Our Lanai snorkeling tours are a favorite among visitors and locals alike, probably because we specialize in the island of Lana'i. We take small groups far from the beaten path to experience some of the worlds most pristine reefs and landscapes. As if the mind blowing sights just below the oceans surface weren't enough, Lana'i is home to at least three different species of dolphin. We are often met by either spotted or spinner dolphins, and we ocassionally encounter the more rare bottle nosed dolphin. We've compiled a bit of information about each dolphin species that you are most likely to see so you can brush up before you experience these beauties first hand. All of our trips leave conveniently from Maui's Lahaina harbor. If you are going to be on Maui between December and May, we also offer whale watches!

Hawaiian spinner dolphins

At dusk Spinner dolphins travel offshore to feed. Spinner dolphins live in an open and loose social organization. The spinner dolphins of Hawaii live in family groups, but also have associations with others beyond their group and mothers and calves form strong social bonds.  Vocalizations of spinner dolphins include whistles, which may be used to orangization the structure of the school; burst-pulse signals, which may serve to be evocative and vocative and echolocation clicks. The spinner dolphin has a 10-month gestation period, and mothers nurse their young for one to two years.  Spinner dolphins are well known for their acrobatics and aerial behaviors. A spinner dolphin comes out of the water, front first, and twists its body as it ascends in the air. After it reaches its maximum height, the dolphin descends back into the water, landing on its side. A spinner dolphin can make two to 5.5 spins in one leap. These dolphins may also make nose-outs, tail slaps, flips, head slaps, "salmon leaps", and side and back slaps.

Pan tropical spotted dolphin

Spots are key defining characteristics in adults, though immature individuals are generally uniformly colored and can look like a small bottle nose dolphin.  This dolphin has a long, thin beak. The upper and lower jaws are darkly colored, but are separated by thin, white "lips". The chin, throat, and belly are white to pale grey with a limited number of spots. The flanks are separated into three distinct bands of color — the lightest at the bottom, followed by a thin, grey strip in the middle of the flank, and a dark-grey back. The tall dorsal fin is similarly colored. The thick tail stock matches the color of the middle band. The pan tropical spotted dolphin is very active and is prone to making large, splashy leaps from the sea. Bow-riding and other play with boats is common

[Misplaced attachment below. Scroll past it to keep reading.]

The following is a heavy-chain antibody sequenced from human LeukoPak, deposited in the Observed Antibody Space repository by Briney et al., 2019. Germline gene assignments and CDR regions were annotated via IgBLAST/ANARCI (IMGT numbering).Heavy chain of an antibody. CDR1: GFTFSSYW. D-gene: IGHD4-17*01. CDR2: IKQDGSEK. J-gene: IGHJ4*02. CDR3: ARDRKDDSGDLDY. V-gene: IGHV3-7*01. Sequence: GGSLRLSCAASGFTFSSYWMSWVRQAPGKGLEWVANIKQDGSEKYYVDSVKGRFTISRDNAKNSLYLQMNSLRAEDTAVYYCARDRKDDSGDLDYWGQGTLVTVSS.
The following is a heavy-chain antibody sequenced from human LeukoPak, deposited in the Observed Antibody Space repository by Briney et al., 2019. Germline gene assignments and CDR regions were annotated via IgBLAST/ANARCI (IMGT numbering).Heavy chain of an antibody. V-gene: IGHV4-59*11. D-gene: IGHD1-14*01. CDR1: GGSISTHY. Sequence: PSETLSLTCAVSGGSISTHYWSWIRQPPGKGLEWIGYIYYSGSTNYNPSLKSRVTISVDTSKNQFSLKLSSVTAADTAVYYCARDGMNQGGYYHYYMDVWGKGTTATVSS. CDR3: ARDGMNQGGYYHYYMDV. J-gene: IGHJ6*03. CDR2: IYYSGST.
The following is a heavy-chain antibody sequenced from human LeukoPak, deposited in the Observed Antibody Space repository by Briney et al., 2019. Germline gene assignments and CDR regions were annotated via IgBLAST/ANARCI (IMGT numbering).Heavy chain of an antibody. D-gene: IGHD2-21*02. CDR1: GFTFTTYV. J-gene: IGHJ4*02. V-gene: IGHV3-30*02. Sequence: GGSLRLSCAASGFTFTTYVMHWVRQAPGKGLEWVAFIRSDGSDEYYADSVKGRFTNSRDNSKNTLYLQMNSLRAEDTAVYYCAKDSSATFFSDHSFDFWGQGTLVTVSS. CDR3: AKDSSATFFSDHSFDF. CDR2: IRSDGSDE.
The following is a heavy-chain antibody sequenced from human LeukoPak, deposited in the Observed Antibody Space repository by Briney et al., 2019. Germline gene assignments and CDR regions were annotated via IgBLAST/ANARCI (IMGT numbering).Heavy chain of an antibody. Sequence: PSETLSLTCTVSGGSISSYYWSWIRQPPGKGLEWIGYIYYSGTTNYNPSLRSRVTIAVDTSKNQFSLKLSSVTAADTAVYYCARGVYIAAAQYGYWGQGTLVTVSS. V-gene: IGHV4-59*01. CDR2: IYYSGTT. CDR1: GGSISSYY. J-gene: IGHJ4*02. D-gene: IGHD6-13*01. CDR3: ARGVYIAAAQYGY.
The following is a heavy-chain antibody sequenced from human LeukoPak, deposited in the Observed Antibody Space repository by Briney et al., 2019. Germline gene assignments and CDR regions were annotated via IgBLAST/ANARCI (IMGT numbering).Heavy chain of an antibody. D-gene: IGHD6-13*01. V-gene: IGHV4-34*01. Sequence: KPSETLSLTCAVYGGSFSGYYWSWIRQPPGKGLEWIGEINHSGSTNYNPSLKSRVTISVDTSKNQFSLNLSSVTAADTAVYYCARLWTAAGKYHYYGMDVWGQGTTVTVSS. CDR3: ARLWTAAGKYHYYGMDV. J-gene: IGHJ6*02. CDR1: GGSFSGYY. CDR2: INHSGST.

Bottlenose dolphins,

Bottlenose dolphins live in groups typically of 10–30 members, called pods, but group size varies from single individuals up to more than 1,000. Their diets consist mainly of fish. Dolphins often work as a team to harvest fish schools, but they also hunt individually. Dolphins search for prey primarily using echolocation, which is similar to sonar. They emit clicking sounds and listen for the return echos to determine the location and shape of nearby items, including potential prey. Bottlenose dolphins also use sound for communication, including squeaks and whistles emitted from the blowhole and sounds emitted through body language, such as leaping from the water and slapping their tails on the water surface. There have been numerous investigations of bottlenose dolphin intelligence. Research on bottlenose dolphins has examined mimicry, use of artificial language, object categorization and self-recognition. Their considerable intelligence has driven interaction with humans. Bottlenose dolphins are popular from aquarium shows and television programs such as Flipper. They have also been trained by militaries to locate sea mines or detect and mark enemy divers. In some areas, they cooperate with local fishermen by driving fish into their nets and eating the fish that escape.